The project is still very much in preliminary stages, but people are also questioning how invasive the whole thing is. Do you really want someone to know where you are at all times?
[image: flickr/Keng Susumpow]
6 March 2011 Last updated at 15:06 GMT China security tight after new protest calls Police in Beijing shut the underground and mobile phone networks, and helicopters were deployed
China has mounted a huge security operation in the capital in response to renewed online calls for protests.
Anonymous postings had urged people to stroll silently in areas of major cities, as a way of calling for change.
The BBC’s Damian Grammaticas in Beijing says crowds of shoppers were out but it was not clear if any were protesters.
The massive police deployments are being seen as a sign of the Communist Party’s nervousness at the civil unrest and revolutions across the Arab world.
The security blanket thrown over the parts of Beijing on Sunday afternoon was extraordinary, our correspondent says.
This was the third week of calls for protests and the anonymous posts urged people to take a walk through Xidan, a busy shopping area.
At Xidan and another shopping area, Wangfujing, there were hundreds of uniformed police; men posted every few yards. Reporters were banned from filming or interviewing anyone.
Data signals on mobile phones were blocked and everywhere were huge numbers of plain clothes security men; wearing ear pieces, watching everything, our correspondent reports.
He says uniformed police politely checked his identity documents – in contrast to the previous weekend when the BBC team was taken away violently by plain clothes officers.
In Zhongguancun near Peking University, police also closed down the subway and mobile phone networks, and police helicopters were reported hovering overhead.
Online messages said there may have been a planned gathering of students there.
‘The wrong idea’
Meanwhile, in a more hardline interpretation of current reporting rules, officials said that foreign reporters must seek government permission to conduct interviews in Beijing.
At a news conference, Li Honghai, vice-director of Beijing’s Foreign Affairs Office, said reporters must apply for government permission before carrying out any news gathering in the city centre.
Beijing officials at the briefing denounced the protest calls as an attempt to undermine China’s stability.
“All clear-minded people will know that these people have chosen the wrong place and have the wrong idea.
“The things they want to see take place have not and cannot occur in Beijing,” said city government spokeswoman Wang Hui.
China’s government is aware there are many possible reasons for popular discontent.
In his speech at the opening of the annual National People’s Congress on Saturday, Premier Wen Jiabao said there were still fundamental issues the government must solve, which he said the masses felt strongly about.
Among the issues he listed were inflation, exorbitant house prices, land appropriations and house demolitions by the government and rampant corruption.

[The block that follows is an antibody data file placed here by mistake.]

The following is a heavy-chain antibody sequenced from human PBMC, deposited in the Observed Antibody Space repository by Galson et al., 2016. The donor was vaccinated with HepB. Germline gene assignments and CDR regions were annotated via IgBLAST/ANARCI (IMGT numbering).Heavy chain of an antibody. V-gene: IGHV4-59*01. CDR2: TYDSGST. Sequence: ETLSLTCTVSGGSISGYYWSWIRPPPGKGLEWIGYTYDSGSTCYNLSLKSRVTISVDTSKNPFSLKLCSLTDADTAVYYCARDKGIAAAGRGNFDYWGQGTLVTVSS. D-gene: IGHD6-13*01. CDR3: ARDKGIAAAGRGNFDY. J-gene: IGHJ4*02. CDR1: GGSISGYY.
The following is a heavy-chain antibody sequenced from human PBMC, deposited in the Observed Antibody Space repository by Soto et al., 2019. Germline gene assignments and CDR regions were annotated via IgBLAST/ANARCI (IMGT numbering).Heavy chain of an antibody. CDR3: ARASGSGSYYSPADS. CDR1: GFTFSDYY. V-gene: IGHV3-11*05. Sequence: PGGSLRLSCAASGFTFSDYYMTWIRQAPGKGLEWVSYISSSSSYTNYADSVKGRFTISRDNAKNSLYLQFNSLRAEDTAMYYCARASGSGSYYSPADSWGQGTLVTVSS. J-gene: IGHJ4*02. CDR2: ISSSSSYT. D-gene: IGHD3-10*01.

“We must make improving the people’s lives a pivot linking reform, development and stability… and make sure people are content with their lives and jobs, society is tranquil and orderly and the country enjoys long-term peace and stability,” Mr Wen said.
He made no mention of the unrest in the Middle East.
Human rights campaigners have expressed concerns over plans to track every mobile phone user in Beijing through global positioning technology.
Chinese media reported this week that pilot schemes were being introduced for an “information platform of real-time citizen movement” to help with traffic management.
Li Guoguang, deputy director of the Beijing municipal science and technology commission, said the project would be used to tackle congestion by allowing officials to monitor the flow of people through the transport system.
“To some degree, [it] can effectively increase citizens’ travelling efficiency and ease traffic jams,” he told the Beijing Daily.
He added that citizens would be able to buy the information, although more sensitive information – such as the location of individuals – would not be available.
But while Beijing’s roads are increasingly congested, experts say there are plenty of ways to assess and manage traffic and suggest the project is bound to be used for security purposes too.
“Certainly the use of the platform will not be limited to gathering traffic information. Officials in other areas, such as anti-terrorism and stability maintenance, will also find it useful,” Chen Derong, professor of wireless communications at the Beijing University of Posts and Telecommunications, told the South China Morning Post.
“I think despite the excuse of traffic control this is part of the escalation of the use of technologies to control social discontent,” said Wang Songlian of the Chinese Human Rights Defenders network. She pointed out that last year the government introduced compulsory registration for anyone buying a sim card.
“A lot of activists have said their cell phones are already tracked by security forces. They use it to locate where people are and whether other activists are going there,” she said.
But she added: “For ordinary people, the government is worried about social unrest. Often there’s a spark somewhere and everyone gathers and puts out information. By registering people and tracking them, it enables them to find out about particular protests and punish individuals.”
China National Radio said the municipal government hoped to start the project in two parts of the capital within the first half of this year.